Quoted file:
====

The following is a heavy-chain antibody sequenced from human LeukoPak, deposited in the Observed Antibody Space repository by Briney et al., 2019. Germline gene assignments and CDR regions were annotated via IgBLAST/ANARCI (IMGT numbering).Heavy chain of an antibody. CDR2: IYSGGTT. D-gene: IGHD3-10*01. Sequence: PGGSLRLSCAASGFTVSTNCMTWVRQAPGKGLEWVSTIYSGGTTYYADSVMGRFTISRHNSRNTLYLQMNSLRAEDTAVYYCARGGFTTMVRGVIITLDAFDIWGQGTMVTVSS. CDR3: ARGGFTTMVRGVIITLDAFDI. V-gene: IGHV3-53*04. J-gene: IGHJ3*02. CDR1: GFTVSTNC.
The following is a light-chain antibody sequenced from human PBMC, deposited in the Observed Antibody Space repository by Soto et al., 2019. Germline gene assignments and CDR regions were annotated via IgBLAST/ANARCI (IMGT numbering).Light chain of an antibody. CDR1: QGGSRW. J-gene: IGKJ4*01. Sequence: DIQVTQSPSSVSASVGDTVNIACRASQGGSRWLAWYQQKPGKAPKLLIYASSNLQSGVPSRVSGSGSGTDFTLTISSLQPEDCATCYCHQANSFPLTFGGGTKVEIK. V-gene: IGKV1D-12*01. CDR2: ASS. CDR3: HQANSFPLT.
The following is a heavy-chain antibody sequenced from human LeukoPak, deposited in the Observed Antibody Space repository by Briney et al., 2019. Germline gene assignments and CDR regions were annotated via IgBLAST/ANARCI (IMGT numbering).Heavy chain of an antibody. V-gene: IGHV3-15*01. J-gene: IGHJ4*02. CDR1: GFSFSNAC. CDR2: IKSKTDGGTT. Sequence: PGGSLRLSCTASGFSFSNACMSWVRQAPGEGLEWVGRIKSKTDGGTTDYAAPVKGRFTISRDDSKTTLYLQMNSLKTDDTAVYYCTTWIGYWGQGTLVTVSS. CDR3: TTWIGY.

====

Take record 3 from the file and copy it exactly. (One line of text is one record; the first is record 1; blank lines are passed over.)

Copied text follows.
The following is a heavy-chain antibody sequenced from human LeukoPak, deposited in the Observed Antibody Space repository by Briney et al., 2019. Germline gene assignments and CDR regions were annotated via IgBLAST/ANARCI (IMGT numbering).Heavy chain of an antibody. V-gene: IGHV3-15*01. J-gene: IGHJ4*02. CDR1: GFSFSNAC. CDR2: IKSKTDGGTT. Sequence: PGGSLRLSCTASGFSFSNACMSWVRQAPGEGLEWVGRIKSKTDGGTTDYAAPVKGRFTISRDDSKTTLYLQMNSLKTDDTAVYYCTTWIGYWGQGTLVTVSS. CDR3: TTWIGY.